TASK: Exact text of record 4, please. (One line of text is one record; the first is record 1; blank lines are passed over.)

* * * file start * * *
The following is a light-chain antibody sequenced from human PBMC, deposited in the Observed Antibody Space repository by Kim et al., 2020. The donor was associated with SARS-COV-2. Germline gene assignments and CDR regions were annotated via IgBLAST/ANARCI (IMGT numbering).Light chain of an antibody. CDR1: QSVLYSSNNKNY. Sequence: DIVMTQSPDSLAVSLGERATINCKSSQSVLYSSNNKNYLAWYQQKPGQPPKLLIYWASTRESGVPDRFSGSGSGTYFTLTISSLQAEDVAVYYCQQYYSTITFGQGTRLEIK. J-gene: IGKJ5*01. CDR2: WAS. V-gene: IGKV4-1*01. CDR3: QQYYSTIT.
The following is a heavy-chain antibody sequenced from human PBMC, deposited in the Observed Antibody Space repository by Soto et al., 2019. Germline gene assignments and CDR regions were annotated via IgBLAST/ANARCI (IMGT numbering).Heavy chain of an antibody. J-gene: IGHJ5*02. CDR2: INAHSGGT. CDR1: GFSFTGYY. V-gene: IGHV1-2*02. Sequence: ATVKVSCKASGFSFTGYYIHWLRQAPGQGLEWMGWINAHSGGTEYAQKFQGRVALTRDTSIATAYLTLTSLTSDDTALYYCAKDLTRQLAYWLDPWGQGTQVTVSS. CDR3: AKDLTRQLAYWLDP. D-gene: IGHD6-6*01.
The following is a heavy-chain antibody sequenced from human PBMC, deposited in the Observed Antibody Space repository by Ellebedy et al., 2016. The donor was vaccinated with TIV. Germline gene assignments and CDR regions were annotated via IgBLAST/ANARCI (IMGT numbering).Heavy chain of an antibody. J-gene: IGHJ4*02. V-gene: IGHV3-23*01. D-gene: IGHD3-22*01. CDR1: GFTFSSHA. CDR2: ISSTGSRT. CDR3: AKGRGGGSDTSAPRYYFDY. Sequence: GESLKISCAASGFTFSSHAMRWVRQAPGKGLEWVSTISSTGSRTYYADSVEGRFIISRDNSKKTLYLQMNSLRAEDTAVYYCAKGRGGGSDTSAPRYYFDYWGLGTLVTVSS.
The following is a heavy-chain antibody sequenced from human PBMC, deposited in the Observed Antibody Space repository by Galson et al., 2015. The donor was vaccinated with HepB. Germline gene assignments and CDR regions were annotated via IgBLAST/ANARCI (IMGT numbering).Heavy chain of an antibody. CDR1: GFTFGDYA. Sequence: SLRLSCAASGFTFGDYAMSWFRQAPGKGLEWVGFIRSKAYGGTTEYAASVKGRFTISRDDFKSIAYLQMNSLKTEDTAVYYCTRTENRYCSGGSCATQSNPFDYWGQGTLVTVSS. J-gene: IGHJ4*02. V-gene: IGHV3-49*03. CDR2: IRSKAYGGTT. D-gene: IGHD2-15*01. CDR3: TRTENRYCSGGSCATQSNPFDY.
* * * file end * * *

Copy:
The following is a heavy-chain antibody sequenced from human PBMC, deposited in the Observed Antibody Space repository by Galson et al., 2015. The donor was vaccinated with HepB. Germline gene assignments and CDR regions were annotated via IgBLAST/ANARCI (IMGT numbering).Heavy chain of an antibody. CDR1: GFTFGDYA. Sequence: SLRLSCAASGFTFGDYAMSWFRQAPGKGLEWVGFIRSKAYGGTTEYAASVKGRFTISRDDFKSIAYLQMNSLKTEDTAVYYCTRTENRYCSGGSCATQSNPFDYWGQGTLVTVSS. J-gene: IGHJ4*02. V-gene: IGHV3-49*03. CDR2: IRSKAYGGTT. D-gene: IGHD2-15*01. CDR3: TRTENRYCSGGSCATQSNPFDY.